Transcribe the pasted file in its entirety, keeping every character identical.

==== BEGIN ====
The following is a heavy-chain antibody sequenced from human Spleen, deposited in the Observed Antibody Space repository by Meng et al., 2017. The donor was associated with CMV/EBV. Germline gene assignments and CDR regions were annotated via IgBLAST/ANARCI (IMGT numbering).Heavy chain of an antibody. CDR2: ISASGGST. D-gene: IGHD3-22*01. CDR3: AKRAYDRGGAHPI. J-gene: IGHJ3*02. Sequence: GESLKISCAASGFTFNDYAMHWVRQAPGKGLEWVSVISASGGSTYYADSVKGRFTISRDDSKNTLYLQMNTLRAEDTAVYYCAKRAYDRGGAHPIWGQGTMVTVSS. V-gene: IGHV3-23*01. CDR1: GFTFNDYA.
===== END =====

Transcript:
The following is a heavy-chain antibody sequenced from human Spleen, deposited in the Observed Antibody Space repository by Meng et al., 2017. The donor was associated with CMV/EBV. Germline gene assignments and CDR regions were annotated via IgBLAST/ANARCI (IMGT numbering).Heavy chain of an antibody. CDR2: ISASGGST. D-gene: IGHD3-22*01. CDR3: AKRAYDRGGAHPI. J-gene: IGHJ3*02. Sequence: GESLKISCAASGFTFNDYAMHWVRQAPGKGLEWVSVISASGGSTYYADSVKGRFTISRDDSKNTLYLQMNTLRAEDTAVYYCAKRAYDRGGAHPIWGQGTMVTVSS. V-gene: IGHV3-23*01. CDR1: GFTFNDYA.